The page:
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The FutureEverything Story: Assembling a Timeline Part 2

Charting the transition from a festival to a novel model of arts and innovation agency

Tracing key moments in FutureEverything’s emergence as one of the central organisations shaping early digital culture in Europe

By Bilyana Palankasova

This second part of The FutureEverything Story takes up where we left off in part one, in 2010, a year in which the Futuresonic festival is renamed FutureEverything, highlighting its wider scope. At the turn of the new decade, the organisation now positions itself as facilitating digital creativity and futures thinking to support both artistic excellence and positive social change. 

Similarly to the structure in the first part of this timeline, I’ve identified three subperiods: 2010-2012, 2013-2015 and 2016-2018. Together they cover a period of growth in FutureEverything’s innovation programme, and include the high watermark of the festival featuring major festival editions in Singapore and Moscow, and the 20th anniversary in Manchester in 2015. Part two concludes with the completion of the transition from a festival-based organisation to an arts and innovation agency, and the handing over to a new creative team to lead the organisation from 2018.

2010 – 2012

This first period is significant because it sees the full transformation of Futuresonic into FutureEverything. It is marked by the organisation becoming a reference point for the field with the launch of The FutureEverything Award, a deepening of its work in data arts and critical futures, and a shift towards formalising and publishing its methods and tools.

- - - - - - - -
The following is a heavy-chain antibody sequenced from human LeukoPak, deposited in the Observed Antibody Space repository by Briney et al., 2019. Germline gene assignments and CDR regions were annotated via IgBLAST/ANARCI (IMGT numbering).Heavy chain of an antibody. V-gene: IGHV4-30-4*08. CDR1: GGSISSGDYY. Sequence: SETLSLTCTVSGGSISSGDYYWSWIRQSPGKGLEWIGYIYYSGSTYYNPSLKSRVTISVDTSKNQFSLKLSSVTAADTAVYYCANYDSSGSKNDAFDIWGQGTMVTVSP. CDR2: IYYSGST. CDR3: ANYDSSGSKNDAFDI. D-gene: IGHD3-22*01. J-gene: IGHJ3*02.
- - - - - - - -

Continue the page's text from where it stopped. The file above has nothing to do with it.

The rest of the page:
Over the preceding years, the name Futuresonic had fallen out of step with the scope of the programme and the operating company had been named FutureEverything since 2007. So while there was a sense of a new era when the festival was unveiled as FutureEverything there was also continuity. The main point of difference for the festival programme was the introduction of a new award, with a high profile international jury and a £10,000 top prize. This was a coming of age moment for an organisation that now had the depth of knowledge and standing to endow major achievements through a new award. The winner in 2010 was The Eyewriter, a pair of revolutionary low-cost eye-tracking glasses designed and built by artists, that allows graffiti writers and other artists with paralysis to draw using only their eyes, a project that embodied the vision of the arts and creative technology driving positive change in society.


The organisation was driven by an urge to experiment, and 2010 saw an experiment in a new kind of globally networked event – GloNet – with a 24 hour festival programme following the sun and taking place simultaneously at cities around the globe. The festival tested new ways to create group-to-group interactivity, using experimental formats to bring real and virtual audiences together, such as ‘Talking Boxes’ with always-on video links for serendipitous long distance encounters.

A FutureEverything ‘Talking Box’ – one of the art and design experiments in the ‘GloNet’ globally networked festival staged simultaneously in Manchester, Sendai, Istanbul, Sao Paulo, Vancouver in 2010.

Data art had been a focus in the festival since Broken Channel in 2001 and Mobile Connections in 2004. It became more prominent from 2010 when FutureEverything developed creative programmes responding to the explosion in big data, advances in machine learning, and also current cultural movements such as quantified self.(1)

At the 2010 festival, data-based works include a data visualisation performance by SoSoLimited, and in 2011 the Data Dimension exhibition featured 16 works including Chris Milk and Aaron Koblin, Timo Arnall, Nathalie Miebach and Nadeem Haidary. (2)